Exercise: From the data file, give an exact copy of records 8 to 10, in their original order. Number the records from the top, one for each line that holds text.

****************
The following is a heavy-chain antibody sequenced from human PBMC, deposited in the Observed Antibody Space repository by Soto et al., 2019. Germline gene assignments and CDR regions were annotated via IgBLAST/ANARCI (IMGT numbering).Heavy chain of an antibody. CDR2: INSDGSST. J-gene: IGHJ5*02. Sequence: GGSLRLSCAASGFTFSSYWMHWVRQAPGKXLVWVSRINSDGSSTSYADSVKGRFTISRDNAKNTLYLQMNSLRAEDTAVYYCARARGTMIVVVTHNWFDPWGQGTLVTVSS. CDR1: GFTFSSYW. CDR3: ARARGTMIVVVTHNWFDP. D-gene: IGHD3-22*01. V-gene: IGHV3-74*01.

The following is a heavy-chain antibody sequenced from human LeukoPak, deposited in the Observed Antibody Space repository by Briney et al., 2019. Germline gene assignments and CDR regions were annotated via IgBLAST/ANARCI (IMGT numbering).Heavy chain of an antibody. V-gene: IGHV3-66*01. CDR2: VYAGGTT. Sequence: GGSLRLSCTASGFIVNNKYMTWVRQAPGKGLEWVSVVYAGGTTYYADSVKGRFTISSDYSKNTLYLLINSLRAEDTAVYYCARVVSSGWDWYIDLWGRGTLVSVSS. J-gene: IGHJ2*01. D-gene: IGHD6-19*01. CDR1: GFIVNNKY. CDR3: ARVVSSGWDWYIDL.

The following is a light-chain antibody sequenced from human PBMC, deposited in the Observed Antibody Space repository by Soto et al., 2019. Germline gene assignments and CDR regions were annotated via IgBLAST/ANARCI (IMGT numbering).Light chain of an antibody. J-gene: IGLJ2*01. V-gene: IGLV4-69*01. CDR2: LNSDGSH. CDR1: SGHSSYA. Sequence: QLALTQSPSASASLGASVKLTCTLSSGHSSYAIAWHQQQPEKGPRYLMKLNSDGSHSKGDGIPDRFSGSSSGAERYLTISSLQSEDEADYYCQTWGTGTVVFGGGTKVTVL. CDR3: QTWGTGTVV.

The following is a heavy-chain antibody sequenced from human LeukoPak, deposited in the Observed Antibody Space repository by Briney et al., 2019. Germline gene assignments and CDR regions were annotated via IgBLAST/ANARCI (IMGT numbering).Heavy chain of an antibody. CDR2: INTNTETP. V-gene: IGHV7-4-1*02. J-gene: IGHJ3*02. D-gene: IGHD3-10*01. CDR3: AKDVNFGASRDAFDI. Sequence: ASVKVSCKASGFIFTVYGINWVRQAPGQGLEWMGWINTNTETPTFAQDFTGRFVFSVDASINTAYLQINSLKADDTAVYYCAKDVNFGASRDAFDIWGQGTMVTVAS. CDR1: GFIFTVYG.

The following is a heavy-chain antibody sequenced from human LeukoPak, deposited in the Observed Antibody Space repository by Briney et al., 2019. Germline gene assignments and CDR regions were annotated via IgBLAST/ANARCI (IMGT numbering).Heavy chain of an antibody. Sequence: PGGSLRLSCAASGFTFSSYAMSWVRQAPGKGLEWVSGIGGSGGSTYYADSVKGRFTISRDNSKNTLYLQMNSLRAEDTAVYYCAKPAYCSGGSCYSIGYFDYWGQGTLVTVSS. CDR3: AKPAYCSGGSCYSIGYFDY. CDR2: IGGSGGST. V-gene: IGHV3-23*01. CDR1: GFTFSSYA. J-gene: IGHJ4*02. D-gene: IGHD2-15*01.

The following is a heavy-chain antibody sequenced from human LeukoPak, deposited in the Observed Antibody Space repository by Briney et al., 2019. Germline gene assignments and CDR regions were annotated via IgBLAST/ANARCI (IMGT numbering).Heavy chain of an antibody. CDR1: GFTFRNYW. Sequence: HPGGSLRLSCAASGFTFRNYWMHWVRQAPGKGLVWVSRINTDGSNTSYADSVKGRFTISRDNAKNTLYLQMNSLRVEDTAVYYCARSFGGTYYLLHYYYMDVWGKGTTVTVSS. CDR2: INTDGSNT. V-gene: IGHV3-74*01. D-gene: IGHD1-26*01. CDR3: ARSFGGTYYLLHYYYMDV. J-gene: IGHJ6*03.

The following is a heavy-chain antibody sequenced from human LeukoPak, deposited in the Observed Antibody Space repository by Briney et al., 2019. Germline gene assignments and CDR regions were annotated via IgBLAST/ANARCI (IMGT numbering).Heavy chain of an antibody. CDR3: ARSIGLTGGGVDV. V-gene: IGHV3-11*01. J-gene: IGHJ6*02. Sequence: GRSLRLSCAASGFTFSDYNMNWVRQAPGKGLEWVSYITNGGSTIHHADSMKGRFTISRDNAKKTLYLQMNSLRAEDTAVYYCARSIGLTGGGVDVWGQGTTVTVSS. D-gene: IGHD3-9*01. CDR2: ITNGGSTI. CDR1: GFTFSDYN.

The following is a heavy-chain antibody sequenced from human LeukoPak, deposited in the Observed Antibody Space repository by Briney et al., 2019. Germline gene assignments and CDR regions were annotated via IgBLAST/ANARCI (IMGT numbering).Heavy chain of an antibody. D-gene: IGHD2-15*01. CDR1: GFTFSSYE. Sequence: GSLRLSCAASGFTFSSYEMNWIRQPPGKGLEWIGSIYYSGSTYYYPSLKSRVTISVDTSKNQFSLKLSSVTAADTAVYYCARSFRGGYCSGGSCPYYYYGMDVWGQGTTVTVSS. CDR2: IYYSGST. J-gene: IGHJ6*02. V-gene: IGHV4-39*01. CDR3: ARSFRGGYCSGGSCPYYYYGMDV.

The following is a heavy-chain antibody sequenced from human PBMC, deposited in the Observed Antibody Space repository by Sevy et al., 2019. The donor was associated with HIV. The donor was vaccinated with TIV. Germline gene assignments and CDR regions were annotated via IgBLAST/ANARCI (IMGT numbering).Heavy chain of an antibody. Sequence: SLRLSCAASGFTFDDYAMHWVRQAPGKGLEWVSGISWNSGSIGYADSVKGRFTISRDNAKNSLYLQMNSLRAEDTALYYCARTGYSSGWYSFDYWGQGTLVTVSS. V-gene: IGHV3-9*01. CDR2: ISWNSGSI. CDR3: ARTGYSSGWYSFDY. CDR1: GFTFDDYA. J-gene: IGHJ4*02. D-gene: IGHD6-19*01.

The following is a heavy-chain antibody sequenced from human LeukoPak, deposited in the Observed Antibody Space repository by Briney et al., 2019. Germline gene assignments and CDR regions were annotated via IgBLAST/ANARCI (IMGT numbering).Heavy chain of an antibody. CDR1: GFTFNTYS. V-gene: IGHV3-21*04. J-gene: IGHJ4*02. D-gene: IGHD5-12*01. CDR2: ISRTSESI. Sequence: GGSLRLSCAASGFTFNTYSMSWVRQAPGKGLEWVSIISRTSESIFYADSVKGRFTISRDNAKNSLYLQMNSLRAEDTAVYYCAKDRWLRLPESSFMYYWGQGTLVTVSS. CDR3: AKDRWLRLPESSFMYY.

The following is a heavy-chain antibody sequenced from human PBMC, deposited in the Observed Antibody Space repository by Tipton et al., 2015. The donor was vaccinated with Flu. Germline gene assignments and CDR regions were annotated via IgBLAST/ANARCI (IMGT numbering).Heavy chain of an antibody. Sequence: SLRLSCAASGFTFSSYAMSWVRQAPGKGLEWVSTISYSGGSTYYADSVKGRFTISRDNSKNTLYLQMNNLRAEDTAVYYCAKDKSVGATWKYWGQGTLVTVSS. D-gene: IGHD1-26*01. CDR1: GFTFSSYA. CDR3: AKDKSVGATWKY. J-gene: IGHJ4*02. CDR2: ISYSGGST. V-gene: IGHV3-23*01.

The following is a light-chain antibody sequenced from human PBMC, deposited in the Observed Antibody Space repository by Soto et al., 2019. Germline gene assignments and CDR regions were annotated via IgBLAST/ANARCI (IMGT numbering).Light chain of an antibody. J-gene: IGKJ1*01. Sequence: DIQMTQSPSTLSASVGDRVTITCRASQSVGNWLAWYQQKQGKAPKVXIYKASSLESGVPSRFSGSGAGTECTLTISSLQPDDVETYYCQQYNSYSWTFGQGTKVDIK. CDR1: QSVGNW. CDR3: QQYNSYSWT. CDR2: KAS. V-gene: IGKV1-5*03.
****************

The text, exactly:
The following is a heavy-chain antibody sequenced from human LeukoPak, deposited in the Observed Antibody Space repository by Briney et al., 2019. Germline gene assignments and CDR regions were annotated via IgBLAST/ANARCI (IMGT numbering).Heavy chain of an antibody. D-gene: IGHD2-15*01. CDR1: GFTFSSYE. Sequence: GSLRLSCAASGFTFSSYEMNWIRQPPGKGLEWIGSIYYSGSTYYYPSLKSRVTISVDTSKNQFSLKLSSVTAADTAVYYCARSFRGGYCSGGSCPYYYYGMDVWGQGTTVTVSS. CDR2: IYYSGST. J-gene: IGHJ6*02. V-gene: IGHV4-39*01. CDR3: ARSFRGGYCSGGSCPYYYYGMDV.

The following is a heavy-chain antibody sequenced from human PBMC, deposited in the Observed Antibody Space repository by Sevy et al., 2019. The donor was associated with HIV. The donor was vaccinated with TIV. Germline gene assignments and CDR regions were annotated via IgBLAST/ANARCI (IMGT numbering).Heavy chain of an antibody. Sequence: SLRLSCAASGFTFDDYAMHWVRQAPGKGLEWVSGISWNSGSIGYADSVKGRFTISRDNAKNSLYLQMNSLRAEDTALYYCARTGYSSGWYSFDYWGQGTLVTVSS. V-gene: IGHV3-9*01. CDR2: ISWNSGSI. CDR3: ARTGYSSGWYSFDY. CDR1: GFTFDDYA. J-gene: IGHJ4*02. D-gene: IGHD6-19*01.

The following is a heavy-chain antibody sequenced from human LeukoPak, deposited in the Observed Antibody Space repository by Briney et al., 2019. Germline gene assignments and CDR regions were annotated via IgBLAST/ANARCI (IMGT numbering).Heavy chain of an antibody. CDR1: GFTFNTYS. V-gene: IGHV3-21*04. J-gene: IGHJ4*02. D-gene: IGHD5-12*01. CDR2: ISRTSESI. Sequence: GGSLRLSCAASGFTFNTYSMSWVRQAPGKGLEWVSIISRTSESIFYADSVKGRFTISRDNAKNSLYLQMNSLRAEDTAVYYCAKDRWLRLPESSFMYYWGQGTLVTVSS. CDR3: AKDRWLRLPESSFMYY.